There's no excuse for not voting

January 18, 2004|by LIZ THOMPSON

There are only 43 days left before the Maryland primary election.

Pennsylvania voters will go to the polls in a mere 100 days for that state's primary and West Virginia voters will follow 14 days later.

That's closer than you think when you consider all that needs to be accomplished between now and then.

You need to be registered so you can vote. Then, there's the time you need to spend learning about the candidates and deciding which ones best represent your political views. And, of course, there's the final process of learning where your polling place is and going there on the appropriate date to vote.

In Maryland, the primary election date is March 2. In Pennsylvania, the primary is April 27 and in West Virginia, the primary is May 11. All of those dates fall on a Tuesday. And each of those states will have a general election on Tuesday, Nov. 2.


This information may sound pretty rudimentary to those of you who vote, but based on voter turnout in previous elections, there seems to be an awful lot of people who may not know how to participate.

Less than 24 percent of registered voters bothered to do so in the November 2002 primary election in Washington County, according to the Board of Elections.

Pitiful numbers really, but better than the numbers in West Virginia. In Berkeley County, W.Va., in 2002, less than 20 percent of the registered voters showed up at the polls for the primary.

I searched but couldn't find a turnout percentage for Franklin County for the last election. A state Web site listed the statewide voter turnout at less than 18 percent in 2002.

Registering is simple. Call the election board in your county and they can quickly explain the process. At the same time, they will tell you where you will actually vote.

Election officials have tried to make it possible for every eligible person to vote. Polls generally open around 6 or 6:30 a.m. and most don't close until around 8 p.m. That should accommodate just about every schedule.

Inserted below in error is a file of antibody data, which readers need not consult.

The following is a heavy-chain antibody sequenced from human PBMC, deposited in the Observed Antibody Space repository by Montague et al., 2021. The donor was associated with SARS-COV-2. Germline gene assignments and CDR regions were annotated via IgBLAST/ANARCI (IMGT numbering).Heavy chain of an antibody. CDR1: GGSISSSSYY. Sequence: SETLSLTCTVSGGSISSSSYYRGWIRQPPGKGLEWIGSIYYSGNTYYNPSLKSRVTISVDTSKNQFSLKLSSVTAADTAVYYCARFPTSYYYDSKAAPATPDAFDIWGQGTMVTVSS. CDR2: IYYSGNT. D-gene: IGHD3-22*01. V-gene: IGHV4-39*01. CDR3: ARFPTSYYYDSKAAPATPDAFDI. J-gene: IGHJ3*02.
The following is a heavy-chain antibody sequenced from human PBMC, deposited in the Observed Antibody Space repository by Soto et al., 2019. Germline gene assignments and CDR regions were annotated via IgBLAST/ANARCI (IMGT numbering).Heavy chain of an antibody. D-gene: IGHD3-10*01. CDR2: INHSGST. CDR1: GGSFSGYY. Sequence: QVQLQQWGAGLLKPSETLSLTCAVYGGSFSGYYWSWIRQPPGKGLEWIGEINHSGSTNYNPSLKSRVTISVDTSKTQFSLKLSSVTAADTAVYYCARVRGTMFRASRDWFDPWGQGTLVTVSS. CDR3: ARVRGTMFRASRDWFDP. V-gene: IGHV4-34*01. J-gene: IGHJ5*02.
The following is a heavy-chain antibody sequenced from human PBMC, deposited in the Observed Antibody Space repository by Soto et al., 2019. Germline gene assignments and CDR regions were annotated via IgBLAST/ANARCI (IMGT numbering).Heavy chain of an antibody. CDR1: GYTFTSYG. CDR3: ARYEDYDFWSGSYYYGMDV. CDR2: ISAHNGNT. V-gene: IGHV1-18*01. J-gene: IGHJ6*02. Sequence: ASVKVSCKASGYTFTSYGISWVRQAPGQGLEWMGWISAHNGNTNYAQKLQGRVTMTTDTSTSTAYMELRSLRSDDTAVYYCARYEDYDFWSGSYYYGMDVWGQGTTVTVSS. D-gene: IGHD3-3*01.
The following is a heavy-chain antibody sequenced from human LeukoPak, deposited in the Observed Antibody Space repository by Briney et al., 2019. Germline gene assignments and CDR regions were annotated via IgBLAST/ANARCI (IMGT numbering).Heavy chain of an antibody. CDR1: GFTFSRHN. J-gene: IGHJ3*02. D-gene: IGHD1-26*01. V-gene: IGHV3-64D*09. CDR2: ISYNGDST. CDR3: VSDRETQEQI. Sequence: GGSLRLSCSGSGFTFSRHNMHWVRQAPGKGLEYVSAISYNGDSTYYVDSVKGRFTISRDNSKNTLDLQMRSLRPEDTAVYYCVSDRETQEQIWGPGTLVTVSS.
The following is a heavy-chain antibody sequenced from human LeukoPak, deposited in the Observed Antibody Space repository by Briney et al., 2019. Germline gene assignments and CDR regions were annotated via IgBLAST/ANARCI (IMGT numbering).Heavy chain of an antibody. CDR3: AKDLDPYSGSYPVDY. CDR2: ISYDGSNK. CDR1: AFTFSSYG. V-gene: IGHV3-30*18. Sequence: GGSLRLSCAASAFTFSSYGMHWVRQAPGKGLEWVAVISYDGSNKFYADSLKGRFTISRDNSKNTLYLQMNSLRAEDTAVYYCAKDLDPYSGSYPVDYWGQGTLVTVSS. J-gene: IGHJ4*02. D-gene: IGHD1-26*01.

If you aren't going to be in town when election time comes, you can vote using an absentee ballot. All the candidates are listed on the ballot. You vote before the actual election. In fact, many election boards will mail you the ballot and you can mail it back.

Now come on. It can't get any easier than that.

It really bothers me that so few people vote.

Before the 2002 primary, I was sure voter turnout would increase. I was convinced, in fact, that after the Sept. 11, 2001, terrorist attacks, U.S. citizens would take the surge in patriotic unity the next obvious step and go to the polls.

They didn't. In fact, they didn't en masse.

Please don't give me the "they're all alike, what difference does it make" argument. Please don't tell me how busy you are, or that you don't know the issues. It only takes a little bit of time to learn about the candidates and there are hundreds of resources you can use to do that.

Voting should be a requirement of every adult. It isn't. It's a right and a privilege ... one that too few people seem to appreciate.

There's time - at least 43 days. Do the research. And then vote.

I'll be glad you did.

Liz Thompson is city editor of The Herald-Mail. She can be reached at 301-733-5131, ext. 7682 or via e-mail at

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